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Sustainability, Energy and Architecture

Book Description

This unique volume offers insights from renowned experts in energy efficient building from the world over, providing a multi-faceted overview of the state-of-the-art in energy efficient architecture. It opens by defining what constitutes a sustainable building, suggesting bases for sorely needed benchmarks, then explains the most important techniques and tools available to engineers and architects exploring green building technologies. It covers such pivotal issues as daylighting, LED lighting, integrating renewables such as solar thermal and cooling, retrofitting, LEED and similar certification efforts, passive houses, net-zero and close-zero structures, water recycling, and much more. Highlighting best practices for commercial buildings and private homes, in widely varied climates and within vastly different socio-economic contexts, this illustrated reference will guide architects and engineers in making sustainable choices in building materials and methods.



  • Explains the best methods and materials to support energy efficient building
  • Features case studies by experts from a dozen countries, demonstrating how sustainable architecture can be achieved in varied climates and economies
  • Covers both new constructions and retrofitting of existing structures

Table of Contents

  1. Cover image
  2. Title page
  3. Table of Contents
  4. Copyright
  5. Preface
  6. Authors’ Biography
  7. Chapter 1. Dutch Efforts Towards a Sustainable Built Environment
    1. Abstract
    2. 1.1 Introduction
    3. 1.2 Passive Houses
    4. 1.3 Types of Case Studies
    5. 1.4 The Veldhuizerschool Ede
    6. 1.5 Christiaan Huygens College: an Energy Plus School
    7. 1.6 Conventional Dutch Building Design
    8. 1.7 Energy Saving Techniques
    9. 1.8 Novel Design and Examples
    10. 1.9 The TNT Green Office
    11. 1.10 Sustainability
    12. 1.11 Diverse Sustainability Measures
    13. 1.12 Results of GreenCalc+ and LEED Assessment
    14. References
  8. Chapter 2. Low Energy Approaches to Design-Led Schemes – Five Case Studies
    1. Abstract
    2. 2.1 Introduction
    3. 2.2 Case Studies 1 and 2 – Overview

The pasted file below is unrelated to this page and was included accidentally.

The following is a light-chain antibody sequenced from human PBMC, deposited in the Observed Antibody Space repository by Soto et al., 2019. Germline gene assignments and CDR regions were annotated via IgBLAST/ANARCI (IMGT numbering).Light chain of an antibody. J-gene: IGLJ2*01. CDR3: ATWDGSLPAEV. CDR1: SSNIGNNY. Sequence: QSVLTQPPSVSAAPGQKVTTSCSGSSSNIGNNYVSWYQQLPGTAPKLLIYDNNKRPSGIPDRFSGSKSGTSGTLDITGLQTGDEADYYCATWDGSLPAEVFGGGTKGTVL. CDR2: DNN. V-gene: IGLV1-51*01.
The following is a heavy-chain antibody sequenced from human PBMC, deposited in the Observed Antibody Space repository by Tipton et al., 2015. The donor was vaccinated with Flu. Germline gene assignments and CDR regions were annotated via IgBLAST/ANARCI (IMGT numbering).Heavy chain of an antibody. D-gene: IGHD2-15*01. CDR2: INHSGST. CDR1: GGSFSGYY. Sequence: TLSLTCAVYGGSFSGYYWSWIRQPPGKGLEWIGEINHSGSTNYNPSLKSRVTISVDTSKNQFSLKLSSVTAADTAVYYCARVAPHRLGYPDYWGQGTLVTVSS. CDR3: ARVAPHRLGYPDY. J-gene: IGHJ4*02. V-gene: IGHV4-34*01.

4. 2.3 Case Study 3 – Overview
    5. 2.4 Case Studies 4 & 5 – Overview
    6. 2.5 Conclusion
  9. Chapter 3. Sustainable Construction Materials
    1. 3.1 Introduction
    2. 3.2 Demand for Construction Materials
    3. 3.3 Material Resources
    4. 3.4 Renewable Materials
    5. 3.5 Recycled Materials
    6. 3.6 Life Cycle Analysis
    7. 3.7 Embodied Energy
    8. 3.8 Gross Energy Requirement
    9. 3.9 Process Energy Requirement
    10. 3.10 Embodied Carbon
    11. 3.11 Natural Building Materials
    12. 3.12 Short Rotation Renewable Materials
    13. 3.13 Summary
    14. References
  10. Chapter 4. The Sustainable Corporate Image and Renewables: From Technique to the Sensory Experience
    1. Abstract
    2. 4.1 Introduction
    3. 4.2 Sustainable Innovation, or the Tried and Tested
    4. 4.3 The 20th Century, the Corporate Image and Sustainability
    5. 4.4 The Techno-Centric Sustainable Building in the 21st Century
    6. 4.5 The Sustainable Working Shed, Lion House, Alnwick, Northumberland, UK
    7. 4.6 Experiencing Renewables in Building Skins
    8. 4.7 The Responsive Skin and Corporate Image
    9. 4.8 Increasing Facade Layers: Double Skin Facades as a Passive Measure and a Cultural Message
    10. 4.9 Sustainability as Haptic Experience
    11. Conclusions
    12. References
  11. Chapter 5. Residential Deep Energy Retrofits in Cold Climates
    1. Abstract
    2. 5.1 Introduction
    3. 5.2 Building Materials and Assemblies
    4. 5.3 Ventilation and Air Movement
    5. 5.4 Case Studies
  12. Chapter 6. Sustainable Building for a Green and an Efficient Built Environment: New and Existing Case Studies in Dubai
    1. Abstract
    2. 6.1 Introduction
    3. 6.2 Climate Change: Cities and Buildings
    4. 6.3 Importance of Sustainable/Green Building
    5. 6.4 Sustainability Regulations and Laws Contributing to Carbon Emissions Reduction
    6. 6.5 Taxonomy of a Sustainable Building
    7. 6.6 Green Buildings in Dubai, UAE
    8. 6.7 Conclusions
    9. References
    10. Suggested Reading
  13. Chapter 7. The LED Lighting Revolution
    1. Abstract
    2. 7.1 Introduction
    3. 7.2 From LED Chips to Fixtures
    4. 7.3 Optics
    5. 7.4 Fixture Body
    6. 7.5 Advantages and Features
    7. 7.6 Comparisons with Traditional Lighting
    8. 7.7 Architectural/General Illumination Applications
    9. 7.8 Case Studies
    10. 7.9 Future/Novel Designs Possible with LEDs
    11. 7.10 Conclusions
    12. References
  14. Chapter 8. Minimum Energy Housing in Cuba
    1. Abstract
    2. 8.1 Introduction
    3. 8.2 Life Cycle and Sustainable Buildings